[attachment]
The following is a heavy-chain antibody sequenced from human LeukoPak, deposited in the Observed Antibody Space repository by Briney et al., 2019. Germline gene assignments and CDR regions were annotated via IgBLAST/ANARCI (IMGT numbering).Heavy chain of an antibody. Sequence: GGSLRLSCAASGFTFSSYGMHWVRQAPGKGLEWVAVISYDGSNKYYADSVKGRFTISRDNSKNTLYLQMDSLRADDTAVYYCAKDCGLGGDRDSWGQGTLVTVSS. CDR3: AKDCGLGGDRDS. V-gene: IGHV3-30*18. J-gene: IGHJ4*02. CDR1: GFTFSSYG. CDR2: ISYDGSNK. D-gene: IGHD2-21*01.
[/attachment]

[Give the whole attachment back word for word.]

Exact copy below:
The following is a heavy-chain antibody sequenced from human LeukoPak, deposited in the Observed Antibody Space repository by Briney et al., 2019. Germline gene assignments and CDR regions were annotated via IgBLAST/ANARCI (IMGT numbering).Heavy chain of an antibody. Sequence: GGSLRLSCAASGFTFSSYGMHWVRQAPGKGLEWVAVISYDGSNKYYADSVKGRFTISRDNSKNTLYLQMDSLRADDTAVYYCAKDCGLGGDRDSWGQGTLVTVSS. CDR3: AKDCGLGGDRDS. V-gene: IGHV3-30*18. J-gene: IGHJ4*02. CDR1: GFTFSSYG. CDR2: ISYDGSNK. D-gene: IGHD2-21*01.